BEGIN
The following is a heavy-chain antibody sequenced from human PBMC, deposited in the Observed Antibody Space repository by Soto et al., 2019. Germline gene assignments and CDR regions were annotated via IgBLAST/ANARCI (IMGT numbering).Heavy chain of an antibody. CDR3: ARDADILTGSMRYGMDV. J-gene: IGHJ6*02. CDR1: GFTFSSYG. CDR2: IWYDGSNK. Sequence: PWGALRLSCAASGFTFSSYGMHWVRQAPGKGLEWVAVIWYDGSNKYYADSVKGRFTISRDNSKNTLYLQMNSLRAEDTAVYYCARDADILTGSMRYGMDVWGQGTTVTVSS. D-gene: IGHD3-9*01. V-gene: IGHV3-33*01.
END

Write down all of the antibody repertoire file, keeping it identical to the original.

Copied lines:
The following is a heavy-chain antibody sequenced from human PBMC, deposited in the Observed Antibody Space repository by Soto et al., 2019. Germline gene assignments and CDR regions were annotated via IgBLAST/ANARCI (IMGT numbering).Heavy chain of an antibody. CDR3: ARDADILTGSMRYGMDV. J-gene: IGHJ6*02. CDR1: GFTFSSYG. CDR2: IWYDGSNK. Sequence: PWGALRLSCAASGFTFSSYGMHWVRQAPGKGLEWVAVIWYDGSNKYYADSVKGRFTISRDNSKNTLYLQMNSLRAEDTAVYYCARDADILTGSMRYGMDVWGQGTTVTVSS. D-gene: IGHD3-9*01. V-gene: IGHV3-33*01.